Series: Combinatorics Seminar

In 1968, Vizing proposed the following conjecture which claims that if G is an edge chromatic critical graph with n vertices, then the independence number of G is at most n/2. In this talk, we will talk about this conjecture and the progress towards this conjecture.

Series: Combinatorics Seminar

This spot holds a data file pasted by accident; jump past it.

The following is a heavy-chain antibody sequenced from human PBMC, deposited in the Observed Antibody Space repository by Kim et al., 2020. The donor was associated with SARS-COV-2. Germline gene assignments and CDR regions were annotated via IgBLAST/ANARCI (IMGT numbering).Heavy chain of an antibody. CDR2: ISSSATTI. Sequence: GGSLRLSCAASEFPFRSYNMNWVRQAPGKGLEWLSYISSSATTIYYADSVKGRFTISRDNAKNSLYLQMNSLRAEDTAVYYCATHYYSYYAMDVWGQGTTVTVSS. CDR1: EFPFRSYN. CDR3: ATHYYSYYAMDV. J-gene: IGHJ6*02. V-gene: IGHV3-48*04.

Given a set of linear equations Mx=b, we say that a set of integers S is (M,b)-free if it contains no solution to this system of equations. Motivated by questions related to testing linear-invariant Boolean functions, as well as recent investigations in additive number theory, the following conjecture was raised (implicitly) by Green and by Bhattacharyya, Chen, Sudan and Xie: we say that a set of integers S \subseteq [n], is \epsilon-far from being (M,b)-free if one needs to remove at least \epsilon n elements from S in order to make it (M,b)-free. The conjecture was that for any system of homogeneous linear equations Mx=0 and for any \epsilon > 0 there is a *constant* time algorithm that can distinguish with high probability between sets of integers that are (M,0)-free from sets that are \epsilon-far from being (M,0)-free. Or in other words, that for any M there is an efficient testing algorithm for the property of being (M,0)-free. In this paper we confirm the above conjecture by showing that such a testing algorithm exists even for non-homogeneous linear equations. As opposed to most results on testing Boolean functions, which rely on algebraic and analytic arguments, our proof relies on results from extremal hypergraph theory, such as the recent removal lemmas of Gowers, R\"odl et al. and Austin and Tao.